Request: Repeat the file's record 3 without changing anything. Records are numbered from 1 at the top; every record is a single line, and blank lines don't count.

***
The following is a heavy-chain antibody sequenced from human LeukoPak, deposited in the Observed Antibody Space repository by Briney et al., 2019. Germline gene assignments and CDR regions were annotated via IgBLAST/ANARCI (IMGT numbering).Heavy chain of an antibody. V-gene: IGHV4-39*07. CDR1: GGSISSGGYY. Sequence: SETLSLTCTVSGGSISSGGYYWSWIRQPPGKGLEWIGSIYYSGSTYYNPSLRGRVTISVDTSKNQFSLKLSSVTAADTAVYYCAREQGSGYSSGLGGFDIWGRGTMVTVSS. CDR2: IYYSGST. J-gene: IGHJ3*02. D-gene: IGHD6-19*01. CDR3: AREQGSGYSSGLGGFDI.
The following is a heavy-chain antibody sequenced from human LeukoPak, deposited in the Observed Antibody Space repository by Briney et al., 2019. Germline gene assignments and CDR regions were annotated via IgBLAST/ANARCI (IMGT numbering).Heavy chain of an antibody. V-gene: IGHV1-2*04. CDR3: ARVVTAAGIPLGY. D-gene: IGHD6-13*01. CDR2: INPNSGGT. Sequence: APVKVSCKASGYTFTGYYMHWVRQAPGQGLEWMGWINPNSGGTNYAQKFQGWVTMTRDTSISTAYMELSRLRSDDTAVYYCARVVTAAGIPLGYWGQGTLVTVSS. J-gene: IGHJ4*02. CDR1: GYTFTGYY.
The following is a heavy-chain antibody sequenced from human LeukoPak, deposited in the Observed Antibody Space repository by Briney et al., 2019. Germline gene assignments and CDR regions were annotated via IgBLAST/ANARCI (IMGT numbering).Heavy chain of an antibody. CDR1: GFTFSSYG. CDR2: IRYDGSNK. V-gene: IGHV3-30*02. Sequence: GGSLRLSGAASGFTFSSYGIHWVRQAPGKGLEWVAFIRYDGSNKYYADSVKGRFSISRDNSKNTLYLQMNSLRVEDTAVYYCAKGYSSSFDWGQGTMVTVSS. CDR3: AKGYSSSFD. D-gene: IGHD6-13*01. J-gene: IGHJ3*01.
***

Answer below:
The following is a heavy-chain antibody sequenced from human LeukoPak, deposited in the Observed Antibody Space repository by Briney et al., 2019. Germline gene assignments and CDR regions were annotated via IgBLAST/ANARCI (IMGT numbering).Heavy chain of an antibody. CDR1: GFTFSSYG. CDR2: IRYDGSNK. V-gene: IGHV3-30*02. Sequence: GGSLRLSGAASGFTFSSYGIHWVRQAPGKGLEWVAFIRYDGSNKYYADSVKGRFSISRDNSKNTLYLQMNSLRVEDTAVYYCAKGYSSSFDWGQGTMVTVSS. CDR3: AKGYSSSFD. D-gene: IGHD6-13*01. J-gene: IGHJ3*01.